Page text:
Dissents and concurrences

We’ve heard from several readers today, with comments particularly worthy of note. My post on the refusal of Star Tribune sports writer Jim Souhan to consider Hideki Matsui a rookie for purposes of American League rookie of the year balloting generated good-natured but vehement disagreement. Alex Sudnik wrote: “I enjoy reading your blog and usually agree with your thoughts. I was therefore genuinely surprised to read your post ‘Like A Virgin,’ in which you agreed with Minneapolis Star Tribune baseball writer Jim Souhan. To me, Souhan completely disregarded the the rules in voting against Matsui. We conservatives usually try to abide by the rule of law, even if that creates an outcome that may not feel right; accordingly, when the law (in this case, the rule regarding who is defined as a “rookie”) says that Matsui is eligible, I would think that conservatives would not disregard it. Souhan, it seems to me, is saying that he feels that Matsui should not be a ‘rookie’ — regardless of what the rules say — and will therefore vote according to what he feels is right. That’s usually the liberal argument. But yet you are agreeing with it. Tell us you’re not going over to the Dark Side!”
Kevin Hurst wrote to the same effect: “Big Trunk wrote that he found Star Tribune baseball writer Jim Souhan’s rationale for leaving Hideki Matsui out of his AL ROY voting ‘compelling.’ I completely disagree despite my dislike of the Yankees. Souhan may have offered a compelling rationale for changing the rules regarding rookie eligiblitity, but they represent no defense of his arrogant refusal to abide by the rules currently set forth by MLB. Despite what I, or Mr. Souhan, think is proper, there is no denying that, according to MLB, Matsui qualifies as a rookie. It is petulant and selfish of Mr. Souhan to pretend otherwise. I won’t lose any sleep over this, but what Mr. Souhan did was wrong and I believe he should be publicly derided for his actions.”
In retrospect, perhaps under the influence of Souhan’s insouciance, I think I may have taken the issue too lightly. I confess that I found the controversy little more than a useful pretext to take up the issue that really concerned me — the monstrous injustice baseball has done to Minnesota Twins first baseman Doug Mientkiewicz in the Gold Glove balloting, beside which whatever injustice has been done to Matsui pales in comparison. On that more telling point, no reader has taken the bait!
On the question of the reimportation of price-controlled American pharmaceutical products from Canada, we heard from Tom Dennis, the editorial page editor of the Grand Forks (N.D.) Herald. From today’s Herald, Mr. Dennis “submitted for our consideration!” the Herald’s editorial on the subject. Mr. Dennis kindly adds that he is a big fan of Power Line.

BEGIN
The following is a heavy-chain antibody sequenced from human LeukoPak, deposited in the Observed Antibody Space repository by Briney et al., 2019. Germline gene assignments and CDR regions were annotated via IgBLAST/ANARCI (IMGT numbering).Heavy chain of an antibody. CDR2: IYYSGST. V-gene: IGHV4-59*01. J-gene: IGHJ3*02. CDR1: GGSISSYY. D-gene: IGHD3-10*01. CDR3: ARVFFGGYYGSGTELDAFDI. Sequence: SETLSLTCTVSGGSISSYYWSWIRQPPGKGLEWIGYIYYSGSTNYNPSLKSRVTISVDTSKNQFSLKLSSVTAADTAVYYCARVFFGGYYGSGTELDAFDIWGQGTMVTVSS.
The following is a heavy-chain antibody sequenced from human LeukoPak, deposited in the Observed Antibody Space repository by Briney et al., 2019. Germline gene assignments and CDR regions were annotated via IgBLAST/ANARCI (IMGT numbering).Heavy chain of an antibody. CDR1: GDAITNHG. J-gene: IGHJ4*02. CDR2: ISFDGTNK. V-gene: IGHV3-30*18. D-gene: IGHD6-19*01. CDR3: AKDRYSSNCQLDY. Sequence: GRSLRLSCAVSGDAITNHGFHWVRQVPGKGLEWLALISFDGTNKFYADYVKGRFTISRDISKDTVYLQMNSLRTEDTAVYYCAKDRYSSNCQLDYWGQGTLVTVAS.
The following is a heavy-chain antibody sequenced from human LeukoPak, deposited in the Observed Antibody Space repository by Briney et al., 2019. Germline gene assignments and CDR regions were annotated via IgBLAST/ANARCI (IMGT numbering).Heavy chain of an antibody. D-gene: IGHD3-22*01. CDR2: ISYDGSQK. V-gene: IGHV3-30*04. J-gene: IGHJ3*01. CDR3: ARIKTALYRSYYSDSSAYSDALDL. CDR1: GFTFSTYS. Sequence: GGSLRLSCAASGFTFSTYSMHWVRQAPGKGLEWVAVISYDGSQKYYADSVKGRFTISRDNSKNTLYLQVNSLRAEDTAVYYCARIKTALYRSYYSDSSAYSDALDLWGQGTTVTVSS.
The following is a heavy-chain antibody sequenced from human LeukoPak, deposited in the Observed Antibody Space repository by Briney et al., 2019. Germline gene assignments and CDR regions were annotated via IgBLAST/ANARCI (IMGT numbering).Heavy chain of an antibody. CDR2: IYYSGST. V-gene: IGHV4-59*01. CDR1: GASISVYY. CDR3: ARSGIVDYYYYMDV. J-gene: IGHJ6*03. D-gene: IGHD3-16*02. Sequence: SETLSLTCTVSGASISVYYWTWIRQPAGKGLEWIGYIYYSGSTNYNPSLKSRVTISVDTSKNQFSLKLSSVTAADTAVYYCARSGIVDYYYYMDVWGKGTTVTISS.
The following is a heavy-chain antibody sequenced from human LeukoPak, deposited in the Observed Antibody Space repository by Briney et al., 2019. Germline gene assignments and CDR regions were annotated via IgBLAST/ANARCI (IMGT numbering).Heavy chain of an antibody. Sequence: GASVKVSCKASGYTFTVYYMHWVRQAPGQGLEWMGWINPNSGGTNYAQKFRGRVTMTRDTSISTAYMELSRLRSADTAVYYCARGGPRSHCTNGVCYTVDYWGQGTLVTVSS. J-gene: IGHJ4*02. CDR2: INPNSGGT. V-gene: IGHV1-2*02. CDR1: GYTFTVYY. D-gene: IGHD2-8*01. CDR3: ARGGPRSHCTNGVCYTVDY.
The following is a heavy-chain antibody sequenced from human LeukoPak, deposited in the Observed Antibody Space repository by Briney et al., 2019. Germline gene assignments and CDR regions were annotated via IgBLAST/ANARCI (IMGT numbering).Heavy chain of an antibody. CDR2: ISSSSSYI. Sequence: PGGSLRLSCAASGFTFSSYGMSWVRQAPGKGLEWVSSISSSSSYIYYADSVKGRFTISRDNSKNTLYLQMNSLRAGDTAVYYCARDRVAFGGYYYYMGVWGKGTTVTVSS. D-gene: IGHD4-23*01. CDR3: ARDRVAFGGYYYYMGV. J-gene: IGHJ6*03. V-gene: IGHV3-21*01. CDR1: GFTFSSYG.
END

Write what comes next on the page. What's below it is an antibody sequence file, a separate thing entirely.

The Herald editorial concurs with our condemnation of drug reimportation, but with a twist we had not considered: “[T]here is a way out of America’s prescription-drug pricing dilemma, and that is to help low-income people pay for the medications. That’s exactly what Congress is doing right now by debating how to expand Medicare to cover prescription drugs. This method isn’t perfect either. It could mean higher taxes, which creates its own set of market-twisting incentives. But at least it spreads the cost among the beneficiaries of the new drugs — namely, the public. In contrast, price controls — whether imposed in Washington or imported from abroad — take an ax to the pharmaceutical industry, and so threaten to kill (or at least chop a wing off of) the goose that’s laying the golden eggs.”
The Herald’s condemnation of price controls is of course completely on target, and its proposed solution to the problem is certainly worthy of discussion in this context. But it is ironically Minnesota’s version of this proposed solution — the state’s costly entitlement program for prescription drugs — to which Pawlenty’s proposed drug reimportation scheme is the response. The Herald’s proposal would replay the state drama on a national stage and a catastrophic scale. Price controls would (will) ultimately be incorporated into a nationalization program here just as surely as they have been in Canada, and for the same reasons.
Finally, in response to Rocket Man’s post on the possible union of France and Germany, Markham Pyle wrote: “16 June 1940 comes to mind. Churchill on behalf of HMG offered France, through Reynaud, a complete union in resistance to the Third Reich. Petain called it a ‘fusion with a corpse,’ Ybarnegaray said, ‘Better to be a Nazi province. At least we know what that means.’ Reynaud’s faithful supporter Georges Mandel was astonished: ‘Would you rather be a German district than a British Dominion?’ The Cabinet’s answer was yes, the Reynaud government fell, and that night, Petain asked for an armistice and set out on the Road to Vichy. The more things change….”

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